Fears of gaining the “quarantine 15” or “quarantine 19” at the start of the coronavirus pandemic last year have turned into reality for some Americans, according to a new study.
Adults under lockdown orders gained more than half a pound every 10 days, according to a study published Monday in JAMA (Journal of the American Medical Association) Network Open.
The study, conducted by researchers at the University of California, San Francisco (UCSF), was small and used participants’ weight measurements from Bluetooth-connected smart scales.
Still it was able to show the amount of weight gain many Americans may have accumulated over the pandemic, according to ABC News chief medical correspondent Dr. Jennifer Ashton.
“You could be talking 5 to 10 pounds [of weight gain], so this is not trivial for some people, that’s for sure,” said Ashton, a board-certified OBGYN, who added that she’s had similar reports of weight gain from her patients.
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The study results have been published at a time when many gyms and boutique fitness studios across the country are reopening, and some that have remained open are starting to relax COVID-19 restrictions like face mask mandates.
COVID-19 cases in the U.S. have fallen since millions of vaccine doses started rolling out, but some areas of the country are still reporting high case rates and hospitalizations.
What the spread of COVID-19 is like in the community is one of several factors people will need to consider when deciding whether to return to an indoor gym, according to Dr. Simone Wildes, a Boston-based infectious disease specialist.
“Our positivity rate in Massachusetts is 1.75 which is really low,” Wildes told “Good Morning America.” “If I was 25 or 30 years old, I think I wouldn’t feel as stressed going to the gym [in Massachusetts] as someone in an area where the positivity rate is more than 10%.”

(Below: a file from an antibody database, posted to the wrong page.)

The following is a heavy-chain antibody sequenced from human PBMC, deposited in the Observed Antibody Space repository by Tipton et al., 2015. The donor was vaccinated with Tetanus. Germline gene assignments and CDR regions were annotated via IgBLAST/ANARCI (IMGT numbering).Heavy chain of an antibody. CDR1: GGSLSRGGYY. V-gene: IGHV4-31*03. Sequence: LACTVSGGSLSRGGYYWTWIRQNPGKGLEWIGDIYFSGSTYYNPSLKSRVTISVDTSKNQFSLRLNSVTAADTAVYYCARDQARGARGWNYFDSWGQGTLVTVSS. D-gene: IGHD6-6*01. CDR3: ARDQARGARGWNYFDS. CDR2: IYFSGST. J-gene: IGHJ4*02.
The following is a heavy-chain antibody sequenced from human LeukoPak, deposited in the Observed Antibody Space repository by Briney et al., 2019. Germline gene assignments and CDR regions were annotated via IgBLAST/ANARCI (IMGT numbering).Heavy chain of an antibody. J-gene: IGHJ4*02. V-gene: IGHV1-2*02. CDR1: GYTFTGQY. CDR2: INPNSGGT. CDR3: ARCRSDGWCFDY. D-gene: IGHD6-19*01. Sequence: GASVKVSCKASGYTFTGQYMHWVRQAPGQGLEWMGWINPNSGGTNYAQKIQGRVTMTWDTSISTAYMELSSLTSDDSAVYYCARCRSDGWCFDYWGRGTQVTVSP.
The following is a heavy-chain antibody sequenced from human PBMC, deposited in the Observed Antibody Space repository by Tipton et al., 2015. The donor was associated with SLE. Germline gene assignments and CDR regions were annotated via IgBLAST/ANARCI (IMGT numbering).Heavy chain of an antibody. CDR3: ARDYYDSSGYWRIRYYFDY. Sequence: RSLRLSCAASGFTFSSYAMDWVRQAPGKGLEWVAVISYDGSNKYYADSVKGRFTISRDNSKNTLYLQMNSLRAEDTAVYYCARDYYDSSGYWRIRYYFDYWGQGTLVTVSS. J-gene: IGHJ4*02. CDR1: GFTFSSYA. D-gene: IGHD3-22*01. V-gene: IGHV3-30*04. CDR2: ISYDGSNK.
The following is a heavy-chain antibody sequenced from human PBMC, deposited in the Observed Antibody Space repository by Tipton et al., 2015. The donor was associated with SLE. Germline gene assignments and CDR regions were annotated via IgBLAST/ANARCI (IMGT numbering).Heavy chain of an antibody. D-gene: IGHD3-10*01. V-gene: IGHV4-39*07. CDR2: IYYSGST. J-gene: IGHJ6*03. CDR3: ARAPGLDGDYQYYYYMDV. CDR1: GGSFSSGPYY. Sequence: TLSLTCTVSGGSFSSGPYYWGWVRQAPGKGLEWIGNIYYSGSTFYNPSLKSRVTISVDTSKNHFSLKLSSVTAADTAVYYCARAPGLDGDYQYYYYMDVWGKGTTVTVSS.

“It doesn’t mean I let my guard down,” she said. “It means the likelihood of me getting COVID [is] definitely on a lower scale, but not zero.”
Another factor to consider when contemplating a return to the gym is whether or not you have been vaccinated, according to Wildes.
“Once you’re fully vaccinated, then you can start to look at the landscape of returning to the gym,” said Wildes, noting that being fully vaccinated means you’ve gotten both doses of the two-series vaccines, Moderna and Pfizer, or one dose of the Johnson and Johnson vaccine. “If you’re unvaccinated, the focus for that group is different.”
While unvaccinated people who are not in high-risk categories for COVID-19 may consider returning to the gym if they live somewhere with a low transmission rate and if their gym is following safety guidelines, unvaccinated people in the high-risk categories — like adults ages 65 and over and people with underlying medical conditions — should not yet return to indoor gyms just yet, according to Wildes.
“Being outdoors is always a safe place to do your exercise,” she said. “We’ve been doing it for a year. Just continue to do outdoor activities.”
When people do return to indoor gyms, they should not expect the same experience they had one year ago, when the pandemic hit the U.S.